Feast of Saint Martha
In Exodus we read that Moses is binding the people to God more deeply through both their own verbal promise to keep the Covenant and the offering and sprinkling of blood upon them. The sprinkling of blood upon the altar was a common practice in the time of the Hebrews when a sacrifice was made. Covenants were also common when agreements were made between two people or groups of people. Using blood made the covenant that much more binding than the verbal agreement. Through these actions Moses is letting the people know that the Covenant between them and God is a serious one, not to be taken lightly. The people now have a greater commitment. Today, in our own faith, we have the Sacraments of Initiation that allows us to make commitments to God. The Sacrament of Confirmation made us full members of the People of God and opened the doors to the other Sacraments and graces. Today might be a good time to remember and reflect on those times in our lives when we received the Sacraments of Initiation and what we felt deep within us at the time.
In the Gospel of John, Jesus and Martha have a conversation where Martha makes several faith statements about her belief “in the resurrection on the last day”. The last statement she makes is that she believes “you are the Christ, the Son of God, the one who is coming into the world.” In the Gospels, when Jesus is healing someone it is through that person’s faith or the faith of others that the person is healed. Martha, a woman who is portrayed as to busy to pray in the Gospel of Luke, is the one who has faith that Jesus is going to heal her brother or raise him from the dead in the Gospel of John. Jesus responds to her with one of the “I Am” statements:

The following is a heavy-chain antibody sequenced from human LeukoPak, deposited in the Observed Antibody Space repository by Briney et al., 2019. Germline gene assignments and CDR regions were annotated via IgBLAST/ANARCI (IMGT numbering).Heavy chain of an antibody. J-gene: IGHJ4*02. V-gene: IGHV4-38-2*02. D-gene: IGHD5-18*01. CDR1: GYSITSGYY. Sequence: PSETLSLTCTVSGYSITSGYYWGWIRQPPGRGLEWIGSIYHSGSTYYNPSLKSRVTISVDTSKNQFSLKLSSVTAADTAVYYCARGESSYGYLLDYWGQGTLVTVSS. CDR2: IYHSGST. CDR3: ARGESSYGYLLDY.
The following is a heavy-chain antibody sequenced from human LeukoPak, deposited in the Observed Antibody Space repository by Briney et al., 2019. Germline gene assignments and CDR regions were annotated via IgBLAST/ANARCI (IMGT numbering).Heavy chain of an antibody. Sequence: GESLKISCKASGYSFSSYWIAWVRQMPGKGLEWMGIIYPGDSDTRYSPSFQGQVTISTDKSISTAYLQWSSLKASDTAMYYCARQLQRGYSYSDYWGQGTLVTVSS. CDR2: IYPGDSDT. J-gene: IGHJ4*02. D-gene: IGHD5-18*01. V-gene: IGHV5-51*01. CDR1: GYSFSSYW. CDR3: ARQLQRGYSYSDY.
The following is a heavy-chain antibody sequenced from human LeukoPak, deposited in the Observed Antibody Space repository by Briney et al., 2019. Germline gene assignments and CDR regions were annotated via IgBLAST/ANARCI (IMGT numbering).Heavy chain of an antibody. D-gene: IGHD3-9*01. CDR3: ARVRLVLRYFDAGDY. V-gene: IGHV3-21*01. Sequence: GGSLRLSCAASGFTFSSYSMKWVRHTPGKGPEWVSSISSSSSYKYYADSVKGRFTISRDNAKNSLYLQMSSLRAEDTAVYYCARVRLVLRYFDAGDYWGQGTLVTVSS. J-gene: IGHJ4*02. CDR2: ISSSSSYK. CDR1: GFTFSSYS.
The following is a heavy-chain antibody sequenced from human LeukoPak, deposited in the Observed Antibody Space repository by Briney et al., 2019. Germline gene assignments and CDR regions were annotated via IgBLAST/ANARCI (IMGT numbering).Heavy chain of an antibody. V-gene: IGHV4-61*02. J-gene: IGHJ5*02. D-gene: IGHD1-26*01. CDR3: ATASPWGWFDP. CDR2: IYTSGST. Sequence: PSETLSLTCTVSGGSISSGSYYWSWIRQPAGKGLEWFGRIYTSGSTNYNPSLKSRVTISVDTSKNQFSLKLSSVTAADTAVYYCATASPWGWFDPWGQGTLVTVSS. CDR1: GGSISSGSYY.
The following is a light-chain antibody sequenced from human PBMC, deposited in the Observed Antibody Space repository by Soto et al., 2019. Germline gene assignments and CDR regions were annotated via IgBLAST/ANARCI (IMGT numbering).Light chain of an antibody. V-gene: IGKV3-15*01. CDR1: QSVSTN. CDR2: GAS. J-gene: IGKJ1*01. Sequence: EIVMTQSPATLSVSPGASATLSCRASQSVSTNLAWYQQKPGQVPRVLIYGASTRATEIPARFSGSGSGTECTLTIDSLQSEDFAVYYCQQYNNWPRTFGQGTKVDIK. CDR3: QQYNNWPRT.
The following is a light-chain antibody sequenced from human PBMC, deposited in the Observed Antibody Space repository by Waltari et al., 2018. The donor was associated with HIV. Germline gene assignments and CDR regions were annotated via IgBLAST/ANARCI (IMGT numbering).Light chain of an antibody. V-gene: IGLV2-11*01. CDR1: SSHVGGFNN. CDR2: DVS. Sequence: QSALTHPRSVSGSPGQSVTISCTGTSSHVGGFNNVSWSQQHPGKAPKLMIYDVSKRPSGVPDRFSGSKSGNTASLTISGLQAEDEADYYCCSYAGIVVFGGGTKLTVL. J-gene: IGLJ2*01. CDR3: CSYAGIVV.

“I am the resurrection and the life; whoever believes in me, even if he dies, will live,
and anyone who lives and believes in me will never die.”
This conversation between Martha and Jesus might be a Covenant dialog. Martha makes her statements of faith and Jesus replies with the promise of eternal life. Martha’s faith and the faith of the Apostles was not perfect. They kept trying to understand the message. And that is what we do when we say the Nicene Creed at Mass on Sunday. We are making our statement of faith as best as we can. Taking time to hear God’s response, engaging God in our own covenant dialog could possibly be an opportunity to deepen our relationship with God and grow deeper in our faith.
Linda Schork is a theology teacher at Saint Xavier High School in Louisville, Kentucky